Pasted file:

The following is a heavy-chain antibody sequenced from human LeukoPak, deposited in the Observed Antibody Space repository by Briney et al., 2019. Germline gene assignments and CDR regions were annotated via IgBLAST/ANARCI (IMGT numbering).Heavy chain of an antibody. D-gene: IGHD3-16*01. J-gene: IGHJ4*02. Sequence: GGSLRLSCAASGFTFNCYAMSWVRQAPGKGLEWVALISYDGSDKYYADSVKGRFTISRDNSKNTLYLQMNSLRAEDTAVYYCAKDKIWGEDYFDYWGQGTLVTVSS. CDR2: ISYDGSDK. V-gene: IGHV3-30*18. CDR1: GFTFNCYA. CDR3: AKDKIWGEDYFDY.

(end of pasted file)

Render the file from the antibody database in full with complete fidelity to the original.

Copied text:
The following is a heavy-chain antibody sequenced from human LeukoPak, deposited in the Observed Antibody Space repository by Briney et al., 2019. Germline gene assignments and CDR regions were annotated via IgBLAST/ANARCI (IMGT numbering).Heavy chain of an antibody. D-gene: IGHD3-16*01. J-gene: IGHJ4*02. Sequence: GGSLRLSCAASGFTFNCYAMSWVRQAPGKGLEWVALISYDGSDKYYADSVKGRFTISRDNSKNTLYLQMNSLRAEDTAVYYCAKDKIWGEDYFDYWGQGTLVTVSS. CDR2: ISYDGSDK. V-gene: IGHV3-30*18. CDR1: GFTFNCYA. CDR3: AKDKIWGEDYFDY.